'There is always more than one side to a story'

Maggie Zhang Grobowski

China & Asia-Pacific Studies and Government
Shanghai, China

What is your main extracurricular activity and why is it important to you?

I am a member of a cooperative, and my responsibilities involve cooking for 20 people once a week. While reflecting on self-sustenance and our place on this planet, the co-op experience gave me a residential experience like no other in allowing me to meet friends from majors I don’t usually cross paths with in classes and extracurricular activities.  

three people in the back of a car

What Cornell memory do you treasure the most?

There is not one single memory I treasure the most, but perhaps a recollection of snap-shots: sunbathing before finals on the Arts Quad; full-moon salamandering with friends at the Robert Trent Jones Golf Course; meteor shower gazing at Jessup Field; hopping on a last-minute ride to Syracuse to attend a symposium on Anti-Asian Violences; celebrating at the Dairy Bar after qualifying as finalists at the New York Business Plan Competition; late-night laughs while cooking and studying with friends in the small greenhouse sitting on the corner of Dearborn Place.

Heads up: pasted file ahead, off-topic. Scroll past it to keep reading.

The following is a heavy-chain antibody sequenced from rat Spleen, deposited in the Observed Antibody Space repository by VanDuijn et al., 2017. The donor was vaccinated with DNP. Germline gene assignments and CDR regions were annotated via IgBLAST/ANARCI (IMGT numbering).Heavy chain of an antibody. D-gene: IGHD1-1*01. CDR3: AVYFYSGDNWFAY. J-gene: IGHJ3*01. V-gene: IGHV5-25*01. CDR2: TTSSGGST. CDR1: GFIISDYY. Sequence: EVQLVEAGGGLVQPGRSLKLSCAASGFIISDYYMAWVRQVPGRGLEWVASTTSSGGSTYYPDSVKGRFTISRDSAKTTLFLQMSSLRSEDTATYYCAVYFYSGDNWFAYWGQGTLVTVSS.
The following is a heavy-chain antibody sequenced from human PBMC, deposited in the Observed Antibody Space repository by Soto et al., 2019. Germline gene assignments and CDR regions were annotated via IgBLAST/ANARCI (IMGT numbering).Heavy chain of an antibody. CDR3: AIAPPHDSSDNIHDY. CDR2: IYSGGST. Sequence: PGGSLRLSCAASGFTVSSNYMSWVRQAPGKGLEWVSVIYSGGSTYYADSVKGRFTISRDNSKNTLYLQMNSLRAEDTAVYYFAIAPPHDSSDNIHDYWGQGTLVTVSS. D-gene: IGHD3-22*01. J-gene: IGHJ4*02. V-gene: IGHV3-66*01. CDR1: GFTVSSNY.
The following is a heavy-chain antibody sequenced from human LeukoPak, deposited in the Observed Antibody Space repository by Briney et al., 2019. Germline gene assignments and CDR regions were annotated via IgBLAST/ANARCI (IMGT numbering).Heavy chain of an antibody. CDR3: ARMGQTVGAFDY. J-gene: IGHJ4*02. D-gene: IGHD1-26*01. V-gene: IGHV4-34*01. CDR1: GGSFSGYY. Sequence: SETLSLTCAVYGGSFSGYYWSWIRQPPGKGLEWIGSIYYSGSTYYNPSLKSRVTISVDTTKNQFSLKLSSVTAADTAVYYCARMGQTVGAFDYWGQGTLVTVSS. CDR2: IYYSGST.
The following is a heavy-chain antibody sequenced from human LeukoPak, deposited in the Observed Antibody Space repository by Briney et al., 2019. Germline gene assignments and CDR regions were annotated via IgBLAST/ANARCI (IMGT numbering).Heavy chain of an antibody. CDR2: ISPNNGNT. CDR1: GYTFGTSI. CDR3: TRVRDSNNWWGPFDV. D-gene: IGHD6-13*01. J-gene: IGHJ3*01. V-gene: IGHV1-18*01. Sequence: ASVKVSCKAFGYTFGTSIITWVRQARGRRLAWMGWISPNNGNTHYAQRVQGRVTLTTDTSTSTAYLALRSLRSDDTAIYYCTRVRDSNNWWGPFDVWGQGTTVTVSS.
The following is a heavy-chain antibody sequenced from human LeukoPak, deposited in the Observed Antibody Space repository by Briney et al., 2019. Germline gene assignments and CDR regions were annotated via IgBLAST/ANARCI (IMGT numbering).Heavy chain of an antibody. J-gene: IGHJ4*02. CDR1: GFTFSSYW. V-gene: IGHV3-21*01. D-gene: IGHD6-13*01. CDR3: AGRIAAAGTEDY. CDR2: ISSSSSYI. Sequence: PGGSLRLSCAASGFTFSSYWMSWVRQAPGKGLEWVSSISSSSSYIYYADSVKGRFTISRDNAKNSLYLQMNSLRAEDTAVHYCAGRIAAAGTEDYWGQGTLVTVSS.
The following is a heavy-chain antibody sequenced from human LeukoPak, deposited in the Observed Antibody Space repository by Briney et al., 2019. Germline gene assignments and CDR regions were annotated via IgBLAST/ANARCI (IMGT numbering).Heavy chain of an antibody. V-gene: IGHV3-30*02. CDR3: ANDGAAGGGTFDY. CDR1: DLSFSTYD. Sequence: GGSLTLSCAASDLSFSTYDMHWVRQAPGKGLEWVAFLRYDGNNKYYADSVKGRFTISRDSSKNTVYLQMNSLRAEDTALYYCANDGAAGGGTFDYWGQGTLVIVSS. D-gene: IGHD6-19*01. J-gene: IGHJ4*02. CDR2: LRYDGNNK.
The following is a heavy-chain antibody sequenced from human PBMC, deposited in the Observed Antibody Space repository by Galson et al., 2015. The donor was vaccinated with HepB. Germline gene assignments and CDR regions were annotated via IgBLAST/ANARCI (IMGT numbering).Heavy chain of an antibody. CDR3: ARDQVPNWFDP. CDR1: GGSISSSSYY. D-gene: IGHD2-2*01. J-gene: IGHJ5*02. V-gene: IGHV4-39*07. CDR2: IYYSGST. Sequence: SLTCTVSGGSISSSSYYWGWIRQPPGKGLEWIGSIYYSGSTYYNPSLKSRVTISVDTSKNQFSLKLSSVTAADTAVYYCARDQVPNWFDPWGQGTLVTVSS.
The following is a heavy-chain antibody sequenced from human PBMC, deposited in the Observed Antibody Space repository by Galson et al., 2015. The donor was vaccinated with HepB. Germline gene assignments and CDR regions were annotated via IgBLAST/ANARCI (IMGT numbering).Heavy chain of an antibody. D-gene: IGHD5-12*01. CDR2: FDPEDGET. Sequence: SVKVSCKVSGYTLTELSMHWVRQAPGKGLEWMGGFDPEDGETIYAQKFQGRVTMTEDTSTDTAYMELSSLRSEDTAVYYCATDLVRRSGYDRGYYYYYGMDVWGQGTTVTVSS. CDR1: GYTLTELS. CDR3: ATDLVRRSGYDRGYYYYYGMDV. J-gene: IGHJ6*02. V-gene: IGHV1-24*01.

What have you accomplished as a Cornell student that you are most proud of?

woman lying in hammock on Libe Slope

I am most proud of becoming a better writer, speaker and thinker. This year, apart from earning acceptance to cutting-edge graduate programs at institutions like Oxford and University of Chicago, I became the first Cornell undergrad to be selected as a Yenching Scholar at Peking University.  

How have your beliefs or perspectives changed since you first arrived at Cornell? What have you discovered about yourself?

There is always more than one side to a story, as stories are always multi-dimensional. Under each assumption lies different experiences and histories. And behind different experiences is an imbalance of power.  


More news

View all news